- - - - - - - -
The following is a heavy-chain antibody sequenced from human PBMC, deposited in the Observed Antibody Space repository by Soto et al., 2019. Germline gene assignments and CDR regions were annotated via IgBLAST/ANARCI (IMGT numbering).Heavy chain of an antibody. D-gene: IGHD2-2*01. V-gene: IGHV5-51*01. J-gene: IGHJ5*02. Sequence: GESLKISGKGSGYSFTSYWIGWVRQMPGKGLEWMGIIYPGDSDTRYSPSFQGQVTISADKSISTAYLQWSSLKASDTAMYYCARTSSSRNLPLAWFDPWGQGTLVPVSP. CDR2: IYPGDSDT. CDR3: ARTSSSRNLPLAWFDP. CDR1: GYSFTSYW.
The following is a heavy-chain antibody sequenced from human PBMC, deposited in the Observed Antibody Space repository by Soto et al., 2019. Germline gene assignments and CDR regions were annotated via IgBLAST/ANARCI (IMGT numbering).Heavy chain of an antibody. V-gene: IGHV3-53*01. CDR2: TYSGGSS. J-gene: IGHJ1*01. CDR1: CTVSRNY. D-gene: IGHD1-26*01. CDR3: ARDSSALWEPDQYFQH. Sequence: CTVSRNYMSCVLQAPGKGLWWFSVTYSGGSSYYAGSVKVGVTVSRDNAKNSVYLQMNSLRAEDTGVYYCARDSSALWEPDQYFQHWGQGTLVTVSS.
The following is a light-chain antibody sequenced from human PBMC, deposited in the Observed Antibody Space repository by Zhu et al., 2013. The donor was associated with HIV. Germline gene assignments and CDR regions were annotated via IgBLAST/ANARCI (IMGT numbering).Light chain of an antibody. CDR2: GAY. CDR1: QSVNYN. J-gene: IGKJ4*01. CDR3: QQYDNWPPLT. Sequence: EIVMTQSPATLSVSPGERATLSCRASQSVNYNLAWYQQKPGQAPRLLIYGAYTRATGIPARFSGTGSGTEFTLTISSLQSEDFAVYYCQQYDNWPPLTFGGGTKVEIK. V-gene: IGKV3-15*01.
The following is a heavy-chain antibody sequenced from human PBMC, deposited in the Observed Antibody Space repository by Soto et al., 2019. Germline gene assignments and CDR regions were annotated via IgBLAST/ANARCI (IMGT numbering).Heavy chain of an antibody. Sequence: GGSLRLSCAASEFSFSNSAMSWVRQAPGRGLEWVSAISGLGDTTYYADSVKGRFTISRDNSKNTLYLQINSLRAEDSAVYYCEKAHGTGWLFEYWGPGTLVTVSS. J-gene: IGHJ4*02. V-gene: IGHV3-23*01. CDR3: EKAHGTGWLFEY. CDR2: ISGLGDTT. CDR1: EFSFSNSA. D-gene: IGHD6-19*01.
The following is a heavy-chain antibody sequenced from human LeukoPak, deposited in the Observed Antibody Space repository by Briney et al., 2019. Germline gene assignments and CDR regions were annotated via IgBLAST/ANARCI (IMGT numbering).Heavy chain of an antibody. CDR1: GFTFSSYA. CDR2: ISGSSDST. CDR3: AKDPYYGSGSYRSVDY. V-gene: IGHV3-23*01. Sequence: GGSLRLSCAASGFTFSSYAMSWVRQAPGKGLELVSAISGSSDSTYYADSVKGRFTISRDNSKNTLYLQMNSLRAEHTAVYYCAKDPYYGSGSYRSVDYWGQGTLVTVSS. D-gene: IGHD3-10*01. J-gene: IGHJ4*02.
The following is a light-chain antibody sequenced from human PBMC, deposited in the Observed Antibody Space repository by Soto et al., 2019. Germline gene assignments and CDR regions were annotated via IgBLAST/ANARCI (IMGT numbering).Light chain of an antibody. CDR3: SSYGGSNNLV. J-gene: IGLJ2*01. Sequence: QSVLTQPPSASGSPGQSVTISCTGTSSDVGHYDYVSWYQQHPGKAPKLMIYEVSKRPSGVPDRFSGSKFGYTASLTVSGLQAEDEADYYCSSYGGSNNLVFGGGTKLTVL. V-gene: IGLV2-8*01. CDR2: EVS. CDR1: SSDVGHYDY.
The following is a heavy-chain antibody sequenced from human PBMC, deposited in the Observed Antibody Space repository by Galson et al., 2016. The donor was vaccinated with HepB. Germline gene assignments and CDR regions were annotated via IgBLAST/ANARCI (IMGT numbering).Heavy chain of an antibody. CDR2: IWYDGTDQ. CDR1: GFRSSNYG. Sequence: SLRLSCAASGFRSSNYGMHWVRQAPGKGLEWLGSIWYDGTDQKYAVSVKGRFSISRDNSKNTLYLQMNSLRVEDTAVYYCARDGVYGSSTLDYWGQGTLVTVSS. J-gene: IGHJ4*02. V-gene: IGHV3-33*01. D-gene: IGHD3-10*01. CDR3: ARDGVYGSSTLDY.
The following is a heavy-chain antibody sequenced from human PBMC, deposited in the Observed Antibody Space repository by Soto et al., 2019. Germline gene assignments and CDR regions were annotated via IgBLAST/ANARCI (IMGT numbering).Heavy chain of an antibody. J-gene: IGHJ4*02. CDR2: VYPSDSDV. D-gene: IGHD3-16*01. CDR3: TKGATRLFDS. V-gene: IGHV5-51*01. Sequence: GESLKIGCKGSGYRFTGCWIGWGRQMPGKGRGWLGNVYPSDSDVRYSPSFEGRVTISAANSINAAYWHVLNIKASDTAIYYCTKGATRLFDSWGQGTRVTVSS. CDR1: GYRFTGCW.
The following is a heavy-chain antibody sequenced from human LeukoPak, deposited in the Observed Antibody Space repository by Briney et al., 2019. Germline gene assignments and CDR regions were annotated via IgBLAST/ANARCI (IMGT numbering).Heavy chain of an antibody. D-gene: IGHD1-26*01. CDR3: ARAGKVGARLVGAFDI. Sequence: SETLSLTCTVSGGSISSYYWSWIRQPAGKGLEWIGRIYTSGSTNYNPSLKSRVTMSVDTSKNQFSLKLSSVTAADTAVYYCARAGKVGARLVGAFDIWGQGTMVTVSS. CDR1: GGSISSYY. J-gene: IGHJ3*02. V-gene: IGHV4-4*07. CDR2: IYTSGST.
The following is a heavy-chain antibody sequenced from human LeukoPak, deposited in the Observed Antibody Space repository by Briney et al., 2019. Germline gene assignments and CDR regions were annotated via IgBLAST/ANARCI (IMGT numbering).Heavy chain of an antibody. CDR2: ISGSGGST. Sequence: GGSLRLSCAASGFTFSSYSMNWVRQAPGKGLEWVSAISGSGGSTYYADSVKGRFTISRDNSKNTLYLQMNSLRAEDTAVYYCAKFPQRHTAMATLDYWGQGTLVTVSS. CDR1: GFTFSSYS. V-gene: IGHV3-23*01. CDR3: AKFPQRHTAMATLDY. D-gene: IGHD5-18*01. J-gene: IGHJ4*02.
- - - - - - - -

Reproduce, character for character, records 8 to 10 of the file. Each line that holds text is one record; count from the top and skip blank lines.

The following is a heavy-chain antibody sequenced from human PBMC, deposited in the Observed Antibody Space repository by Soto et al., 2019. Germline gene assignments and CDR regions were annotated via IgBLAST/ANARCI (IMGT numbering).Heavy chain of an antibody. J-gene: IGHJ4*02. CDR2: VYPSDSDV. D-gene: IGHD3-16*01. CDR3: TKGATRLFDS. V-gene: IGHV5-51*01. Sequence: GESLKIGCKGSGYRFTGCWIGWGRQMPGKGRGWLGNVYPSDSDVRYSPSFEGRVTISAANSINAAYWHVLNIKASDTAIYYCTKGATRLFDSWGQGTRVTVSS. CDR1: GYRFTGCW.
The following is a heavy-chain antibody sequenced from human LeukoPak, deposited in the Observed Antibody Space repository by Briney et al., 2019. Germline gene assignments and CDR regions were annotated via IgBLAST/ANARCI (IMGT numbering).Heavy chain of an antibody. D-gene: IGHD1-26*01. CDR3: ARAGKVGARLVGAFDI. Sequence: SETLSLTCTVSGGSISSYYWSWIRQPAGKGLEWIGRIYTSGSTNYNPSLKSRVTMSVDTSKNQFSLKLSSVTAADTAVYYCARAGKVGARLVGAFDIWGQGTMVTVSS. CDR1: GGSISSYY. J-gene: IGHJ3*02. V-gene: IGHV4-4*07. CDR2: IYTSGST.
The following is a heavy-chain antibody sequenced from human LeukoPak, deposited in the Observed Antibody Space repository by Briney et al., 2019. Germline gene assignments and CDR regions were annotated via IgBLAST/ANARCI (IMGT numbering).Heavy chain of an antibody. CDR2: ISGSGGST. Sequence: GGSLRLSCAASGFTFSSYSMNWVRQAPGKGLEWVSAISGSGGSTYYADSVKGRFTISRDNSKNTLYLQMNSLRAEDTAVYYCAKFPQRHTAMATLDYWGQGTLVTVSS. CDR1: GFTFSSYS. V-gene: IGHV3-23*01. CDR3: AKFPQRHTAMATLDY. D-gene: IGHD5-18*01. J-gene: IGHJ4*02.